If these two scenarios happen then summer heat and dryness would lower U.S. corn and soybean yields and also create a hot summer for the natural gas market. Right now, I remain bearish new-crop December corn and November soybeans.
WHY WHEAT, CORN, AND BEANS SOLD OFF THE LAST WEEK
The Grain ETF “TAG” Will Only Rally Back If We Have Summer Weather Problems
Some folks are “at a loss” as to why December corn, November soybeans, and many wheat contracts sold off last week, in the face of some of the tightest grain stocks ever, previous technically bullish chart patterns, a drought in Brazil, and areas of dryness you see here in the NW corn belt and spring wheat belt heading into Canada.
After all, Chinese demand for grains has been historically strong. However, this is the time of the year that traders look at northern Hemispheric weather, and other than some weather problems for Russia’s spring wheat belt, most European, Ukraine, and U.S. crop areas have, or will be seeing, improved rainfall and mild temperatures. The latter events are good for early-season corn and soybean planting and germination.
In the last “two” weeks, my reports explained why I was bearish at least new crop corn, and possibly, wheat and less bullish new crop soybeans (go back and see those last reports). Notice, how models have trended wetter for most U.S. grain areas into early June. This helped break the grain markets.
The PDO is often described as a long-lived El Niño-like pattern of Pacific climate variability. As seen with the better-known El Niño/Southern Oscillation (ENSO), extremes in the PDO pattern are marked by widespread variations in the Pacific Basin and the North American climate.
This oscillation is a pattern of change in the Pacific Ocean’s climate. The PDO is detected as warm or cool surface waters in the Pacific Ocean, north of 20°N. During a “warm”, or “positive”, phase, the west Pacific becomes cool and part of the eastern ocean warms. Conversely, during a “cool” or “negative” phase, the opposite pattern occurs. It shifts phases on at least an inter-decadal time scale, usually about 20 to 30 years.
Notice the cool ocean temperatuers (negative PDO), below. This was back during the big 2011-2012 grain belt droughts. Will this happen again this summer? Stay tuned.
SEVERE WEATHER OUTLOOK MIDWEST GRAIN BELT: ANOTHER DERECHO?
Remember 2020’s historical August “Derecho” (wind storm), which damaged millions of bushels of corn from Iowa to Wisconsin? This put a low in the corn market late last summer. Then, a lower Ukraine crop, La Niña, and Chinese demand set the fall and winter bull market into a frenzy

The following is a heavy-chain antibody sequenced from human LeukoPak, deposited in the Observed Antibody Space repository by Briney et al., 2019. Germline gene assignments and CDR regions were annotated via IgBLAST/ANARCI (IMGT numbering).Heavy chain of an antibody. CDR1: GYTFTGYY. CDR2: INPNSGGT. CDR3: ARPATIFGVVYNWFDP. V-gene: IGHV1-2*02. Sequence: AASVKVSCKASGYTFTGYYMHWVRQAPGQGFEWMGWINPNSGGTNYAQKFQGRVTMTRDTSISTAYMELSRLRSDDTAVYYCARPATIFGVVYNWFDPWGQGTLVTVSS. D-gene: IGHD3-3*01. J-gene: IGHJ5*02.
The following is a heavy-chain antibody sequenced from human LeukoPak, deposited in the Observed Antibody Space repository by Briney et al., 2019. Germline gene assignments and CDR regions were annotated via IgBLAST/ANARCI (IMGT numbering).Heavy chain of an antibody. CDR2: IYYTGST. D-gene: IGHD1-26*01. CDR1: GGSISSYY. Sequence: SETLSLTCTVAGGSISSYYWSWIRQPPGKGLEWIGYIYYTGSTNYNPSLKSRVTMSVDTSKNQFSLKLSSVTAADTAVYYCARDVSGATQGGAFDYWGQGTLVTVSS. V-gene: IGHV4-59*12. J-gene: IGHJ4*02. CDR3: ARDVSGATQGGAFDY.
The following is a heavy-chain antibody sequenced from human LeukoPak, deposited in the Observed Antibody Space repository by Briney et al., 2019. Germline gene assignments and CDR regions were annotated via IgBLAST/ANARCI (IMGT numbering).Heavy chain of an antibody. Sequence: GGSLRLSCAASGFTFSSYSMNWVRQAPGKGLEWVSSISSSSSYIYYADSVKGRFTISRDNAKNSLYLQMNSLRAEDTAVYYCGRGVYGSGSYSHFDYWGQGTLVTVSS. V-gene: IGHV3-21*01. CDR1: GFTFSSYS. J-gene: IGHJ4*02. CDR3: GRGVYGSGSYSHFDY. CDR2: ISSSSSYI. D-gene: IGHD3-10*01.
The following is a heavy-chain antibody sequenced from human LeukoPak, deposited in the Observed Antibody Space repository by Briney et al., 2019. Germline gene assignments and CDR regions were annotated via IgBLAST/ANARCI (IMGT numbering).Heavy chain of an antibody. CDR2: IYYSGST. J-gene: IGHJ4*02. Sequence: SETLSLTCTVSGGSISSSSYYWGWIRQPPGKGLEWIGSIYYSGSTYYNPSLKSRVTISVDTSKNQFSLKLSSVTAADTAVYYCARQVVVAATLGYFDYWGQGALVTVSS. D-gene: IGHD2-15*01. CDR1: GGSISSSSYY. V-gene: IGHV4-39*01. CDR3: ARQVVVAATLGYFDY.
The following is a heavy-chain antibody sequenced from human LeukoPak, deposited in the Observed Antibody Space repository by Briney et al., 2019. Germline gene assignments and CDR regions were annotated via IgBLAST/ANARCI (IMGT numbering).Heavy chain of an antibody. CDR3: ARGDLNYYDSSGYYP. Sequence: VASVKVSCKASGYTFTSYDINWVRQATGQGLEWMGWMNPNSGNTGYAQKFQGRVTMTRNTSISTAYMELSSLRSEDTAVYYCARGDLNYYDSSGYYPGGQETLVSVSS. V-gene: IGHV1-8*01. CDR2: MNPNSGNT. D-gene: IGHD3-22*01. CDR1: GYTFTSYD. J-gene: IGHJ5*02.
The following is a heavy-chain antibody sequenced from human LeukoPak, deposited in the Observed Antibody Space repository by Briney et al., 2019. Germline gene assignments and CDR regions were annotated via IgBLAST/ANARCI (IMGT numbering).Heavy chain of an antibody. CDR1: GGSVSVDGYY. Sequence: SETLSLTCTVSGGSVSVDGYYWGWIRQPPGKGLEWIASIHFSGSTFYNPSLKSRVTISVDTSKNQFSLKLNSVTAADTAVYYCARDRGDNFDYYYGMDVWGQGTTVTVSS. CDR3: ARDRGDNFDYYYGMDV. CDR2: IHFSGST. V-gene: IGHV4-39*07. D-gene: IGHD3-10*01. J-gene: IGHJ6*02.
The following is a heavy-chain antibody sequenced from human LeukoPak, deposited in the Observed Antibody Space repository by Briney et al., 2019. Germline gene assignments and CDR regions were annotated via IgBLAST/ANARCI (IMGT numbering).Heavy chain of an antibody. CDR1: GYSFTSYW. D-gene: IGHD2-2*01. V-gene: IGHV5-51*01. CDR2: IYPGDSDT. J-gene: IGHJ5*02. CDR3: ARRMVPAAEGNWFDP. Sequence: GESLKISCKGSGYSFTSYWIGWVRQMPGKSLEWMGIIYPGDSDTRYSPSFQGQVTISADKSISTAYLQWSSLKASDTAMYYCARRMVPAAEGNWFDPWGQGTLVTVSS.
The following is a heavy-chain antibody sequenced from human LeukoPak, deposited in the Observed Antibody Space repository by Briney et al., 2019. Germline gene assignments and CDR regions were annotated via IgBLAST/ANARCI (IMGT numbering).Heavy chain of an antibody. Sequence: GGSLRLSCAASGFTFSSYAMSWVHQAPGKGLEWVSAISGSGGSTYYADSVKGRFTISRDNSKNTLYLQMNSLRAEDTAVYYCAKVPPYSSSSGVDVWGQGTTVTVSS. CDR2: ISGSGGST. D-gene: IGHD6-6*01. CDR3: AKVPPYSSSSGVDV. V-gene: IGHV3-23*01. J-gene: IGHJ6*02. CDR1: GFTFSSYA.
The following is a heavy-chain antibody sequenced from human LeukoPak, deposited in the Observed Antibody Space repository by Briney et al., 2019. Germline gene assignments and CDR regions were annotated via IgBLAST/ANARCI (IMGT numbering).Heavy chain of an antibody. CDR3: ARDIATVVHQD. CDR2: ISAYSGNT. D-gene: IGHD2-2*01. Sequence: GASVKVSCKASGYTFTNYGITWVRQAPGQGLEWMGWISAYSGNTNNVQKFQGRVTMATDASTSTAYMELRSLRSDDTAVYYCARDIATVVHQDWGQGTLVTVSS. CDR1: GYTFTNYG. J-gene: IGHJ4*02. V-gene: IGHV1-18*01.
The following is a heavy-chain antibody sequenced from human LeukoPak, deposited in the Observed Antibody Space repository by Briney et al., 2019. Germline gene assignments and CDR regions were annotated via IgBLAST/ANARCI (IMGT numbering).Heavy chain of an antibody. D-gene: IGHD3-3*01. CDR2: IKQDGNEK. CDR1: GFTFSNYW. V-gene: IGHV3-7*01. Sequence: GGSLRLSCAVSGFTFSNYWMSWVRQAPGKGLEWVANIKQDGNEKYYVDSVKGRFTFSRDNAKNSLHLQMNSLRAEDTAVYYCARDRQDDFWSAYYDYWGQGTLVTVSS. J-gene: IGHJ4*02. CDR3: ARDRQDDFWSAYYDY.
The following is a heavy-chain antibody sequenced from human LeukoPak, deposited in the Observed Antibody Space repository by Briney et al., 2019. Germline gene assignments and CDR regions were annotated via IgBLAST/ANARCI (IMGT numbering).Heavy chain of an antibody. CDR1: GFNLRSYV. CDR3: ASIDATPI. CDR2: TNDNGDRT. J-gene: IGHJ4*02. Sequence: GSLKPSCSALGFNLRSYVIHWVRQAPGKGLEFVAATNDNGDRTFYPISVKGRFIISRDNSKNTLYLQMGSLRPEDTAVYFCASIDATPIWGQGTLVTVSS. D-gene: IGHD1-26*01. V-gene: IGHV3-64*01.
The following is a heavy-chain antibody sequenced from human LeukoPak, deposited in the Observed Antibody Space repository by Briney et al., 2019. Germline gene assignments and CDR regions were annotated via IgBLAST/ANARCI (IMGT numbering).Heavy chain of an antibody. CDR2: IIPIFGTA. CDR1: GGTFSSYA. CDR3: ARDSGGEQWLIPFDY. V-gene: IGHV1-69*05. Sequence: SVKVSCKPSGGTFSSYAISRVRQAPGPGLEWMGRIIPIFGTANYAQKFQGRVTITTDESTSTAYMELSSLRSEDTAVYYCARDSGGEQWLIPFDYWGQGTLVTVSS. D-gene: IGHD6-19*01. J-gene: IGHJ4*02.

The maps below are this week’s storm (not last summer). Heavy rain, hail, and tornadoes may make national news by Thursday. Overall, other than some minor flooding, should probably NOT be a bullish impetus to the corn market, like it was last summer when corn was feet tall (of course) in August and blown down by the wind.
ANOTHER POTENTIAL PROBLEM AREA TO WATCH FOR GRAINS: RUSSIAN SPRING WHEAT AREAS TOO DRY
After a stellar collapse in wheat prices due to my forecast, weeks ago, of improving European, U.S., and (potentially) Canadian weather, prices found support on Friday. Seasonal bearish factors ahead of the U.S. harvest and the outside markets also contributed to the price slide. But then, prices reversed. I am unsure right now, whether the dryness in western Russia and the Volga Valley “might” have been a reason that wheat prices found support. It could be more likely that the oversold market condition had reached its psychological limit.
There are still some drought areas in North Dakota, Minnesota, and Canada that need rain. However, while some rain is in the forecast for the next two weeks, my in-house weather software, Climate Predict, suggests that crop stress and some potential reduction in the Russian winter and/or spring wheat crop could occur in the next few weeks.
Russian spring wheat only accounts for a fraction of world wheat production. It is possible that the dry weather could keep some wheat prices from falling very far. I would have more confidence in this “if” needed rainfall for parts of Canada and the northern Plains were not coming.